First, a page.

Don’t Reject Trump’s Endangered Species Rules Outright

Threatened Northern Spotted Owl ©USFWS

This article was originally published in The Hill.

This month, the Biden administration announced its intent to revise or rescind several Trump-era regulations that altered how federal agencies implement the Endangered Species Act. President Biden’s proposed changes have been described as an effort to strengthen protections for endangered species in light of the Trump administration’s attempts to “weaken” the 50-year-old law.

But if we’ve learned anything over the past half-century of endangered species policy, it’s that more restrictive regulations aren’t always better for recovering imperiled wildlife. The Biden administration should consider whether its proposed changes actually would help recover species—or whether, in its rush to reverse former President Trump’s policies, it might make that challenge even more difficult.

Consider that most endangered species rely on habitat found on private lands, yet the Endangered Species Act’s punitive approach does little to encourage landowners to restore habitat for imperiled species or to reward states that develop innovative programs to conserve species on private lands. In fact, landowners who restore habitat often are “rewarded” with costly red tape and land-use regulations, making rare species liabilities to be avoided instead of assets to be protected.

With such backwards incentives, it’s no wonder that less than 3 percent of listed species have recovered and been delisted under the law. As a former Fish and Wildlife Service administrator once lamented, “The incentives are wrong here. If I have a rare metal on my property, its value goes up. But if a rare bird occupies the land, its value disappears.” One study even found that North Carolina landowners preemptively destroyed habitat for red-cockaded woodpeckers to avoid regulatory restrictions that could arise if the birds moved in.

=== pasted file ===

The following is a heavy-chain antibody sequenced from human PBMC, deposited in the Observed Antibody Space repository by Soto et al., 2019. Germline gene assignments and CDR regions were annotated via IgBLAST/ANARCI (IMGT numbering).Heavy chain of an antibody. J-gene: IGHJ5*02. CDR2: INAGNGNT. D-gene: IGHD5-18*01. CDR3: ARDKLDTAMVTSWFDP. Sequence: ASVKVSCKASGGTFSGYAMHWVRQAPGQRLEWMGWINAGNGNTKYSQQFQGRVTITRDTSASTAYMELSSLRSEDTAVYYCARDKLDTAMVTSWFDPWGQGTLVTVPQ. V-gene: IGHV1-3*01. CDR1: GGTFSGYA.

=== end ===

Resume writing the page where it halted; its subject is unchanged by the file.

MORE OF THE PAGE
Some of the Trump administration’s rules improved landowners’ incentives to recover species. One rule removed a blanket policy issued by the Fish and Wildlife Service in 1975 that extended full protections to all listed species, regardless of whether they are considered “endangered” (at risk of extinction) or “threatened” (could become endangered in the foreseeable future). Although some criticized this as weakening protections, the rule simply directs the Fish and Wildlife Service to tailor protections to match the particular needs of each species.

Crucially, this gives states and landowners a stake in species recovery. The agency can craft flexible protections for threatened species that exempt activities that don’t harm or may even benefit a species while focusing on the threats that are detrimental to its recovery. Recent protections issued for the Louisiana pine snake, for example, allow certain forestry activities that improve the snake’s habitat, including prescribed burning and tree thinning, while still regulating more intensive practices that degrade its habitat. With this approach, states and landowners can be rewarded with regulatory relief as a species’ status improves but would face more stringent regulations if it declines, giving them strong incentives to help with recovery efforts.

Other Trump-era rules removed regulations that were counterproductive. One rule, for example, reversed a policy that allowed the government to designate private land as “critical habitat” even if it is currently inhospitable for an endangered species. In 2011, the government declared a Louisiana landowner’s property as habitat for the endangered dusky gopher frog, despite the fact that the frog had not been seen in the state for more than a half-century and the land was no longer suitable for it. Such designations come along with land-use restrictions and property value reductions that create plenty of controversy with landowners but do nothing to help species.

Rather than reversing Trump’s rules, the Biden administration should heed its own advice. Its new “America the Beautiful” report—which outlines plans to conserve 30 percent of the nation’s lands and waters by 2030—states that “the most effective and enduring conservation strategies are those that reflect the priorities, needs and perspectives of the families and communities that know, live, work and care for the lands and waters.” Among its key principles: “Honor private property rights and support the voluntary stewardship efforts of private landowners.”

We couldn’t have said it better. The Biden administration should apply these insights to its proposed rule changes. Because when it comes to endangered species policy, the question is not whether rules are more or less stringent, but whether they provide the incentives needed to recover species.

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